Is Red Wine Actually a Superfood?

If you’re like many people amidst the holiday season, you might be happy to know that red wine can be considered a superfood. While this has been a highly debated topic in the world of health and nutrition, it seems clear that red wine does provide some substantial benefits, especially when compared to other forms of alcohol. For example, studies have shown that red wine can help to lower your risk of heart disease and contains several powerful antioxidants.

Red wine is made by crushing and fermenting dark colored grapes and the type of red wine depends on the grape variety and where they are grown (shiraz, merlot, pinot noir, etc). Red wine typically has between 12-15% alcohol content.

The key to red wine fitting into the superfood category is…you guessed it, moderation. And there is a fine line to be drawn between moderate and healthy amounts of red wine and excessive red wine consumption.

First, let’s check out some of the top benefits that red wine can provide:

Red Wine Contains Powerful Antioxidants and Plant Compounds

Red wine is known for its high antioxidant, and is especially high in resveratrolcatechin, epicatechin and proanthocyanidins (1). It is these antioxidants that are thought to give red wine the majority of its health benefits. For example, proanthocyanidins have been shown to protect the body against free radical (oxidative) damage, and might even contribute to red wine’s heart disease lowering effects (2).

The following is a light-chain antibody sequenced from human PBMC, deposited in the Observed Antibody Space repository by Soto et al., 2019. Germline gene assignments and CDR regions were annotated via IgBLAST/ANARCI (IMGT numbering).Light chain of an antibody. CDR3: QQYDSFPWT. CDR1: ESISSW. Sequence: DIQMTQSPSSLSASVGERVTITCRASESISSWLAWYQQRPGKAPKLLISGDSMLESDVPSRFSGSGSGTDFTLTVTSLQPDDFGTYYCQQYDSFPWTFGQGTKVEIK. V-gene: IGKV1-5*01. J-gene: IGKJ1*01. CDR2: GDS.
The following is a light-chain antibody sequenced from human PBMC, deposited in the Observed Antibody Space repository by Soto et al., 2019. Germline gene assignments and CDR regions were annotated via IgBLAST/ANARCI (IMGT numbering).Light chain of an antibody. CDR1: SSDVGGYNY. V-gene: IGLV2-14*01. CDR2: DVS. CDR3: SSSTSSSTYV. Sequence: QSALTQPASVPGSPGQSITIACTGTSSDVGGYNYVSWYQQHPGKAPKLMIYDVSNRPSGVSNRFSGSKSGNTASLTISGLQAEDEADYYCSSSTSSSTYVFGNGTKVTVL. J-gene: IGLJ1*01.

Resveratrol offers a slew of anti-inflammatory and heart-healthy benefits (3), and animal studies even suggest that it could increase life expectancy (4). However, some of these studies used large amounts of resveratrol, and red wine offers fairly low concentrations. Needless to say, it is not worth drinking two bottles of red wine for its resveratrol content, and you’re better off taking a supplement if trying to ingest it in higher doses.

Red Wine May Lower Your Risk of Stroke and Heart Disease (and Even Early Death)

Red wine is certainly the most health promoting alcoholic beverage (5), and people who drink about 5 ounces per day of red wine have shown a 32% lesser risk of developing heart disease than non-red wine drinkers. However, red wine in higher, excessive amounts can have the opposite effect, so be careful. Moderate amounts of red wine is thought to lower your risk of stroke and heart disease due to its ability to raise HDL (“good”) cholesterol and lower LDL (“bad”) cholesterol (6).

One study of middle aged men also showed that drinking 1-3 glasses of red wine per day lowered their risk of stroke (7).

Red Wine Can Lower Your Risk of Depression and Dementia

While in higher amounts red wine can actually increase your risk of depression, in moderate amounts (1-2 glasses for women and 1-3 glasses for men, per day), red wine has been shown to lower your risk of depression, dementia and Alzheimers Disease (8).

Red Wine Decreases Insulin Resistance

One study showed that drinking two glasses of wine each day for four weeks improved insulin resistance. Insulin resistance is when the body becomes de-sensitized to insulin, which plays the crucial role of escorting blood glucose to our cells. The consequences include metabolic syndrome, type 2 diabetes and other serious health conditions.

Red Wine Might Even Prevent Cancer